Junos Basics – Configuring BGP

I’m stuck deep in Junos these days.  I mean deep.  I have an F5 load balancer and an ASA 5520; the rest of my stuff is Juniper.  That means I have some learning to do.

Here’s one of the basics in Junos – configuring BGP.  I guess I’ve always said that BGP is BGP.  How much different can it  be from IOS?  Well, the end result is the same, but it’s different enough to have to look up how to do it.  🙂  The first difference is the fact that all BGP configuration is done with groups just like peer groups in IOS.  You can act like you’re configuring neighbors, but there’s no way around using groups.  After going back and forth, I just settled with an group for eBGP neighbors and another for iBGP neighbors.  If settings are different, I just set them in the neighbor.  Here’s an example of that.

You noticed that your own ASN isn’t configured in the BGP section, didn’t you?  It’s actually configured in the routing-options configuration.  Also notice the type directive there.  For some reason (can someone speak to why?), you declare a group as either internal or external neighbors.  If the type is external, you obviously have to declare the peer’s ASN.

This configuration won’t do very much.  Actually, it pretty darn pointless.  All it does is peer up with the two neighbors and accept their routes.  We’re not sending them anything or doing anything funky with their routes as they come in.  To do something cool, you’ll need to look at seemingly endless configuration items.  Those are beyond scope here, though.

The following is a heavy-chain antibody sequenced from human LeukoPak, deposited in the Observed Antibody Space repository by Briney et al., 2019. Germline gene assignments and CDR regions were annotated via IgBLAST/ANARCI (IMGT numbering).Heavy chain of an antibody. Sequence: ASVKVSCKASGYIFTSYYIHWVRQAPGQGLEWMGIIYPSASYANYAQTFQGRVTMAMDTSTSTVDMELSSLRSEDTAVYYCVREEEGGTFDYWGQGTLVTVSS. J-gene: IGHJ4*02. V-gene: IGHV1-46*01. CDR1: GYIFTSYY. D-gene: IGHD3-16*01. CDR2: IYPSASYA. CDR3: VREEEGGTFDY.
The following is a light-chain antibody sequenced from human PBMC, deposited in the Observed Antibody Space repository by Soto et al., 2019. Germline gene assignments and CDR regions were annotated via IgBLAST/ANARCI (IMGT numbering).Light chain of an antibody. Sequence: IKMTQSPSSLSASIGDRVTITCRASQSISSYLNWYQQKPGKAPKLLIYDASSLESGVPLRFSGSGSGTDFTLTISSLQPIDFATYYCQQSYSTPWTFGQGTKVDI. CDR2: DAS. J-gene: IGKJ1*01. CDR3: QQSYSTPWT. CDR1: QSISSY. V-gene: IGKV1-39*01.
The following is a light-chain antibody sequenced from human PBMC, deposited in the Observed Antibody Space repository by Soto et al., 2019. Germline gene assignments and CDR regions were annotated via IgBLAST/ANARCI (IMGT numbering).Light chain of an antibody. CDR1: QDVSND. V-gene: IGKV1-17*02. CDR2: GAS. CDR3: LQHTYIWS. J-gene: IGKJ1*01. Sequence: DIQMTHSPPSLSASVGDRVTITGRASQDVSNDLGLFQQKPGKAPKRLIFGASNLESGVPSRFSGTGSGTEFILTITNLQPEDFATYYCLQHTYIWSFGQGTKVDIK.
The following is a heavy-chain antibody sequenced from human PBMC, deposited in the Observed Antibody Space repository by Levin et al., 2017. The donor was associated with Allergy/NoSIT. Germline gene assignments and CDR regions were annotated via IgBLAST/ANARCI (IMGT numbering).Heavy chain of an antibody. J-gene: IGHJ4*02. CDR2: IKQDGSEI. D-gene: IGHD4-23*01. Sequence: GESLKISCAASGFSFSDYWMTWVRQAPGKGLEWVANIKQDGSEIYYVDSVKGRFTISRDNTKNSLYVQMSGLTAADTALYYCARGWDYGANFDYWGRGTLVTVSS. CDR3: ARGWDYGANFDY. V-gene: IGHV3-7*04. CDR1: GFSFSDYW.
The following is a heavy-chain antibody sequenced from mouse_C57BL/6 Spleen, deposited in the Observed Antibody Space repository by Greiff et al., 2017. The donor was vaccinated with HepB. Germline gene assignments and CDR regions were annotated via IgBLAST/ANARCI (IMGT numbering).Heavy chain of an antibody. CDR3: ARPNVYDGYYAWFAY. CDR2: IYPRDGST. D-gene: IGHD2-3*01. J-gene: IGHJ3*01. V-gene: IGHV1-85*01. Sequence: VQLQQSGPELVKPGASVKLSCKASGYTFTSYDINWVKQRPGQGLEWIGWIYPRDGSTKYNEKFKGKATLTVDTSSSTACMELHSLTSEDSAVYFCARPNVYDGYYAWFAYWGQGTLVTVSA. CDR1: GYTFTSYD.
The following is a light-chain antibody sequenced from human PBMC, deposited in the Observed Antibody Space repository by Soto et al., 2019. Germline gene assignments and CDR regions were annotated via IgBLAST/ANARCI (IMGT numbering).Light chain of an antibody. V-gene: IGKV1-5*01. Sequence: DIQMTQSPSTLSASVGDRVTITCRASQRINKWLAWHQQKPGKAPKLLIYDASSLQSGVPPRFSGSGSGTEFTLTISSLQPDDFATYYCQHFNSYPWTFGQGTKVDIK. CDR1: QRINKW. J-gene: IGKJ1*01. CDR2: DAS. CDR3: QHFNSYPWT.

Did we configure BGP correctly?  Let’s find out.

That’s horrible output, but you can see that we have two neighbors.  You can also see their ASNs, how many routes we’re getting from them, how many we’re dampening, etc.  One cool thing to notice is the routing table that is being used.  We’re not running routing instances on this router, so we only see “inet.0” in the list.  That’s the base routing table.  If we did indeed have BGP neighbors on a configured routing instance, you’d see it listed here as well.  One more thing to notice – the 431k active paths.  That’s a lot of routes!

How do I know what I’m sending to my BGP neighbors?  Like I said, you’re sending nothing here.  The default behavior of BGP in Junos is to not send anything; you’ll have to configure a policy-statement if you want to actually advertise something.  If you put in a little more config (again, beyond scope here), you can see something like this.  A single route for coming from our external peer.  Success!

That’s good enough for now.  We’ll have to fill in the gaps over time.

Send any canoe rental vouchers questions to me.

Aaron Conaway

I shake my head around sometimes and see what falls out. That's what lands on these pages. If you have any questions, the best way to contact me is through Twitter at @aconaway.

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